Anyone with a decent knowledge of ancient Greek can decide for themselves which one is the inaccurate translation (not to jump the gun, but it’s not mine).

I would also ask of Jamds Haidos to point out any parts of the text that parallel James’ writings, so I can add the references (I’ve already spotted two similarities to other New Testament passages, as you can see).

A final note: I would’ve made different stylistic choices for my own translation, but kept it in tune with the translation of the Patriarchate, so you can make comparisons more easily. Plain green text indicates translation errors, bold green text indicates parts missing from the Patriarchate’s translation and red bold text indicates parts of the translation that don’t exist in the original.

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It’s been a long time since I’ve posted an article in English and one of Mr. Frangopoulos’ latest articles gave me a good idea for a series; bogus and exposed miracles from our Greek-Orthodox side of the fence. And here’s the first installment:

St. Fanourios bleeds sour cherry juice

The issue of crying icons in the Greek-Orthodox Church is an old one, but it’s a rare occasion when scientists are allowed access to the “miraculous” occurrence. This was the case of St. George’s Church in the city of Argyroupolis in Attica, Greece (in the Athens Metropolitan Area).

In 2001 the icon of St. Fanourios in that church started bleeding. As usual in these cases, the church was flooded with faithful, ecstatic about the opportunity to see a miracle first-hand… and of course to leave some sort of offering, typically in the form of cash.

In the words of the greek newspaper “Eleftherotypia” (June 18th, 2001):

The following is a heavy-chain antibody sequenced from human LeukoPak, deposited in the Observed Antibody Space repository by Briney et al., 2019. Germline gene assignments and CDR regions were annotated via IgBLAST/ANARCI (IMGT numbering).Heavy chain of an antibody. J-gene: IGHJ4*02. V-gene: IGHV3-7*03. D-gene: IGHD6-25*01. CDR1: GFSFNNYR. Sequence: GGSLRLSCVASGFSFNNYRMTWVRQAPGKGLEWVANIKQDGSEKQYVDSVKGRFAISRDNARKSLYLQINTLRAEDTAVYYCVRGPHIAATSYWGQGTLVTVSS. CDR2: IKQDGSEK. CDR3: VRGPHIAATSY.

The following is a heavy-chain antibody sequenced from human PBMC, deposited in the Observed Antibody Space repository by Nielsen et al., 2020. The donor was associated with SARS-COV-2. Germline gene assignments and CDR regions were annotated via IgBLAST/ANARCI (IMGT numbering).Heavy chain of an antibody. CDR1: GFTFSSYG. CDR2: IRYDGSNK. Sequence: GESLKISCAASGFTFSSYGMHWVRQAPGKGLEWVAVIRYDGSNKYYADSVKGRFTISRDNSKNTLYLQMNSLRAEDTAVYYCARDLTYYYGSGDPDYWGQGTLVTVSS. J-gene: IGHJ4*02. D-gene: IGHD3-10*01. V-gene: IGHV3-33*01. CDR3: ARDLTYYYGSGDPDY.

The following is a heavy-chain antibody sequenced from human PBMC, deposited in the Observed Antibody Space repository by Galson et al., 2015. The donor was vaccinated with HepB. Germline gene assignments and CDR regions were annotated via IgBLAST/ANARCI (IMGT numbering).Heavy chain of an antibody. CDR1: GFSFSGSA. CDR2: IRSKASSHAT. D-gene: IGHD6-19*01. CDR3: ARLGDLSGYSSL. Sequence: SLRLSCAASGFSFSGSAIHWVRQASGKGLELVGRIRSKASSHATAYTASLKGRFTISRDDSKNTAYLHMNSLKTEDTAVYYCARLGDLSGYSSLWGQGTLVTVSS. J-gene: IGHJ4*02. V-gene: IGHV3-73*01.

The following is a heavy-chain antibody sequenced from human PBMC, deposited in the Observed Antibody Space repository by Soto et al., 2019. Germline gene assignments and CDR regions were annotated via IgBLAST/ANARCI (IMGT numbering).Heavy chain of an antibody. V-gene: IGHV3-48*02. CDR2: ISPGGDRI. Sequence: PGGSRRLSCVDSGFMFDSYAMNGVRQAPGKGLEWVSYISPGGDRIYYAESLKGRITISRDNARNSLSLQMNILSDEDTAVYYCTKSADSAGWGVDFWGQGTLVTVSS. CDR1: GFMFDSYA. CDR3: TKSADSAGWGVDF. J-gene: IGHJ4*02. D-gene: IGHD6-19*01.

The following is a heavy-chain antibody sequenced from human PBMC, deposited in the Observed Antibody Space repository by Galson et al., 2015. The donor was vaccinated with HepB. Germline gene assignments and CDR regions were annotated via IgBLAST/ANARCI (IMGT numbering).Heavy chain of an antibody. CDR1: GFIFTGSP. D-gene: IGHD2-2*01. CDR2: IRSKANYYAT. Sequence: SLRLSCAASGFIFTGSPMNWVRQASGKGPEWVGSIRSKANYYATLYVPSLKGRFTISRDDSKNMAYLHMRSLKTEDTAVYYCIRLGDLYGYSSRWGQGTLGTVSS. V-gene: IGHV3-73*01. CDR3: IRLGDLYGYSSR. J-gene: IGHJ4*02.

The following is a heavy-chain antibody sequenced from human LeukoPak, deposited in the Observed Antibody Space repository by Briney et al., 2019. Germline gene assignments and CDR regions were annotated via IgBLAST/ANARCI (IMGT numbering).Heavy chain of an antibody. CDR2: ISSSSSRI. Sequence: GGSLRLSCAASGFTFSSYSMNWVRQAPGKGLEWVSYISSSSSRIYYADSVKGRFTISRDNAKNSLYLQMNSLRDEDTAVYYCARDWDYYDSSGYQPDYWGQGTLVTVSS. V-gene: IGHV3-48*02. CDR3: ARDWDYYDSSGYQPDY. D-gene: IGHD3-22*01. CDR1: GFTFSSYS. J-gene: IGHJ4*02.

And now people are trying to find out if a miracle actually took place at St. George’s in Argyroupolis. A week ago the icon of St. Fanourios was “bleeding”. The faithful flooded the church in order to pay their respects to the icon and in the mean time filled the churche’s coffers. Finally, after a chemical analysis of the “blood” on the icon, it became evident that it was sour cherry juice. Yesterday it was announced by the Athens Archdiocese that Archbishop Christodoulos has ordered an official inquiry to verify the information that “several parishioners claimed that this appearance was a miracle”.

As written in the orthodox newspaper “Orthodox Press” on July 13th, 2001, the inquiry “ascertained” that the phenomena “resulted from a congruence of natural occurrences inside the church; high temperature, humidity and other known and unknown natural factors”. Of course the question remains how the… condensed humidity turned into sour cherry juice. And of course the faithful were never refunded (who would’ve imagined!) Later on, the church’s vicar was reprimanded because he allowed scientists to examine the saint’s blood, allowing them to recognize it as sour cherry juice.

This miracle was exposed rather quickly; others were not and the faithful were fleeced for considerably longer. But more on that in another article.


Since you’ve ended up here, you might also like to take a look at the crème de la crème of orthodox miracles: “The ‘holy light’ of Jerusalem”. And with Easter approaching, what better way to start the Lent!

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The following article (entitled “The “Holy Light” of Jerusalem debunked'”) was originally written in Greek by Kostas and posted on his What is truth? (Τι εστίν αλήθεια;) blog. I translated the article in English with Kostas helping me with the adaptation and proof-reading. As was the case with the previous article, this article as well was prepared for the English version of the “Atheia” Collective Blog and Kostas was supposed to host the comments, but since he’s currently taking a break from blogging, I’ll be accomodating him by hosting the article for him. Feel free to leave your comments here.